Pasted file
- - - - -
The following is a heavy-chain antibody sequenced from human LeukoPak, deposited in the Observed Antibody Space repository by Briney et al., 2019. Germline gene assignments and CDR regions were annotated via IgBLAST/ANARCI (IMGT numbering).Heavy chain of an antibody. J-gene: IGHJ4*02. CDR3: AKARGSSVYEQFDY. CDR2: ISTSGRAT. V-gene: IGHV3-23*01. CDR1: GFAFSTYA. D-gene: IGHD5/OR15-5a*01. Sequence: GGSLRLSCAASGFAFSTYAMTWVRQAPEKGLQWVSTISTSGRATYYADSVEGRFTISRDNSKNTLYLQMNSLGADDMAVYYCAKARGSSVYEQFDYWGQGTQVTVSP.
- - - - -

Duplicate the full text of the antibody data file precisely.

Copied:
The following is a heavy-chain antibody sequenced from human LeukoPak, deposited in the Observed Antibody Space repository by Briney et al., 2019. Germline gene assignments and CDR regions were annotated via IgBLAST/ANARCI (IMGT numbering).Heavy chain of an antibody. J-gene: IGHJ4*02. CDR3: AKARGSSVYEQFDY. CDR2: ISTSGRAT. V-gene: IGHV3-23*01. CDR1: GFAFSTYA. D-gene: IGHD5/OR15-5a*01. Sequence: GGSLRLSCAASGFAFSTYAMTWVRQAPEKGLQWVSTISTSGRATYYADSVEGRFTISRDNSKNTLYLQMNSLGADDMAVYYCAKARGSSVYEQFDYWGQGTQVTVSP.